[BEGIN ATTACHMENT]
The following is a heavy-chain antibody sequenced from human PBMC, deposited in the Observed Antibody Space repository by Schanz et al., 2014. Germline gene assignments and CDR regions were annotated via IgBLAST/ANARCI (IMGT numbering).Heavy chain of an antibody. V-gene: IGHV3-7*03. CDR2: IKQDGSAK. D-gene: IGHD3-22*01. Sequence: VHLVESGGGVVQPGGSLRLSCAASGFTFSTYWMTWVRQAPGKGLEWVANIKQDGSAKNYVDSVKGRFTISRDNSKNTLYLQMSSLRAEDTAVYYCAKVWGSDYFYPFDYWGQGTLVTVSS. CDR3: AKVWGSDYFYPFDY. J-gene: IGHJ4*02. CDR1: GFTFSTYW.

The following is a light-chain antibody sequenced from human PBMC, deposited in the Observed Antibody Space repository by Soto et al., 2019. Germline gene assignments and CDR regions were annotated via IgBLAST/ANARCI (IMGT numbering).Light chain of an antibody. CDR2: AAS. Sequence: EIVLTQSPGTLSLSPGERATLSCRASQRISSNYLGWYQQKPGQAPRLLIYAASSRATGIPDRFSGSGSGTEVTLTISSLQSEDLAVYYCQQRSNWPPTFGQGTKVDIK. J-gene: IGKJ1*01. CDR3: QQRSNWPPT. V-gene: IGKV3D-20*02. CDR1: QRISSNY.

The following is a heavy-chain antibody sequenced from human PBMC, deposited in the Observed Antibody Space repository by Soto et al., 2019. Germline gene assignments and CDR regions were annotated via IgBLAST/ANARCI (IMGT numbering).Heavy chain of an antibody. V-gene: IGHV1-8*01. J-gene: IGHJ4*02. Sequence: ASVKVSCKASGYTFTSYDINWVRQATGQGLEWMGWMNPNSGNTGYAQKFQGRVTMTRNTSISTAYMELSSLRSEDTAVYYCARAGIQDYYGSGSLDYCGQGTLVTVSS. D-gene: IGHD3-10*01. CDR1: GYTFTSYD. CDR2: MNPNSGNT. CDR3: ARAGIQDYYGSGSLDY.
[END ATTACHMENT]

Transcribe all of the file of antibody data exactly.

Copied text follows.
The following is a heavy-chain antibody sequenced from human PBMC, deposited in the Observed Antibody Space repository by Schanz et al., 2014. Germline gene assignments and CDR regions were annotated via IgBLAST/ANARCI (IMGT numbering).Heavy chain of an antibody. V-gene: IGHV3-7*03. CDR2: IKQDGSAK. D-gene: IGHD3-22*01. Sequence: VHLVESGGGVVQPGGSLRLSCAASGFTFSTYWMTWVRQAPGKGLEWVANIKQDGSAKNYVDSVKGRFTISRDNSKNTLYLQMSSLRAEDTAVYYCAKVWGSDYFYPFDYWGQGTLVTVSS. CDR3: AKVWGSDYFYPFDY. J-gene: IGHJ4*02. CDR1: GFTFSTYW.

The following is a light-chain antibody sequenced from human PBMC, deposited in the Observed Antibody Space repository by Soto et al., 2019. Germline gene assignments and CDR regions were annotated via IgBLAST/ANARCI (IMGT numbering).Light chain of an antibody. CDR2: AAS. Sequence: EIVLTQSPGTLSLSPGERATLSCRASQRISSNYLGWYQQKPGQAPRLLIYAASSRATGIPDRFSGSGSGTEVTLTISSLQSEDLAVYYCQQRSNWPPTFGQGTKVDIK. J-gene: IGKJ1*01. CDR3: QQRSNWPPT. V-gene: IGKV3D-20*02. CDR1: QRISSNY.

The following is a heavy-chain antibody sequenced from human PBMC, deposited in the Observed Antibody Space repository by Soto et al., 2019. Germline gene assignments and CDR regions were annotated via IgBLAST/ANARCI (IMGT numbering).Heavy chain of an antibody. V-gene: IGHV1-8*01. J-gene: IGHJ4*02. Sequence: ASVKVSCKASGYTFTSYDINWVRQATGQGLEWMGWMNPNSGNTGYAQKFQGRVTMTRNTSISTAYMELSSLRSEDTAVYYCARAGIQDYYGSGSLDYCGQGTLVTVSS. D-gene: IGHD3-10*01. CDR1: GYTFTSYD. CDR2: MNPNSGNT. CDR3: ARAGIQDYYGSGSLDY.